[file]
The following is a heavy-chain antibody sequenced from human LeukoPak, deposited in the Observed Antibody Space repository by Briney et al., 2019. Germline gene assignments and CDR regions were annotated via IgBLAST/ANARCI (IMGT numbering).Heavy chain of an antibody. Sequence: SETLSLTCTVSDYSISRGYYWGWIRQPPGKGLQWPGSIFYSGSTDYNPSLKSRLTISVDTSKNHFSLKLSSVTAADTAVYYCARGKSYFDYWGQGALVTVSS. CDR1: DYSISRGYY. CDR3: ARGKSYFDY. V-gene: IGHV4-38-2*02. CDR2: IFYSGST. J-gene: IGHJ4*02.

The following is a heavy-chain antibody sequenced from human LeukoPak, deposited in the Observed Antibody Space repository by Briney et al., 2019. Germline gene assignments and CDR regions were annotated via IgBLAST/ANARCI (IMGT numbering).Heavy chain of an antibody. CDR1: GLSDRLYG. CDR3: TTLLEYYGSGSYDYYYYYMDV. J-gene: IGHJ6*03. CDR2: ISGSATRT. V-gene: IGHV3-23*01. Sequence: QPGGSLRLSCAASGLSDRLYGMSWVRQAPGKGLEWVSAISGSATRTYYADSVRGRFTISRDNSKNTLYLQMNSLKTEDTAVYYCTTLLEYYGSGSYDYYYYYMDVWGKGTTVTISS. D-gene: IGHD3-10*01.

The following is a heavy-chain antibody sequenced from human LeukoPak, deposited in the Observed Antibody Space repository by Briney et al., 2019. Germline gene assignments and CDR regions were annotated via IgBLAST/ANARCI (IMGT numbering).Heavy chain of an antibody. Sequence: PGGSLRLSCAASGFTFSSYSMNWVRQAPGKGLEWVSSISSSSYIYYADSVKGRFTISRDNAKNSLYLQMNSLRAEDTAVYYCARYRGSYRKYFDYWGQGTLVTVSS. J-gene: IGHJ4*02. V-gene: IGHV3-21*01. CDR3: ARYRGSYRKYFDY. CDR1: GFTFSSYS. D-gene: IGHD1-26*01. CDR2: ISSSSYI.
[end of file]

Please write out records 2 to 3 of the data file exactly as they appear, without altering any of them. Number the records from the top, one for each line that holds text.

The following is a heavy-chain antibody sequenced from human LeukoPak, deposited in the Observed Antibody Space repository by Briney et al., 2019. Germline gene assignments and CDR regions were annotated via IgBLAST/ANARCI (IMGT numbering).Heavy chain of an antibody. CDR1: GLSDRLYG. CDR3: TTLLEYYGSGSYDYYYYYMDV. J-gene: IGHJ6*03. CDR2: ISGSATRT. V-gene: IGHV3-23*01. Sequence: QPGGSLRLSCAASGLSDRLYGMSWVRQAPGKGLEWVSAISGSATRTYYADSVRGRFTISRDNSKNTLYLQMNSLKTEDTAVYYCTTLLEYYGSGSYDYYYYYMDVWGKGTTVTISS. D-gene: IGHD3-10*01.

The following is a heavy-chain antibody sequenced from human LeukoPak, deposited in the Observed Antibody Space repository by Briney et al., 2019. Germline gene assignments and CDR regions were annotated via IgBLAST/ANARCI (IMGT numbering).Heavy chain of an antibody. Sequence: PGGSLRLSCAASGFTFSSYSMNWVRQAPGKGLEWVSSISSSSYIYYADSVKGRFTISRDNAKNSLYLQMNSLRAEDTAVYYCARYRGSYRKYFDYWGQGTLVTVSS. J-gene: IGHJ4*02. V-gene: IGHV3-21*01. CDR3: ARYRGSYRKYFDY. CDR1: GFTFSSYS. D-gene: IGHD1-26*01. CDR2: ISSSSYI.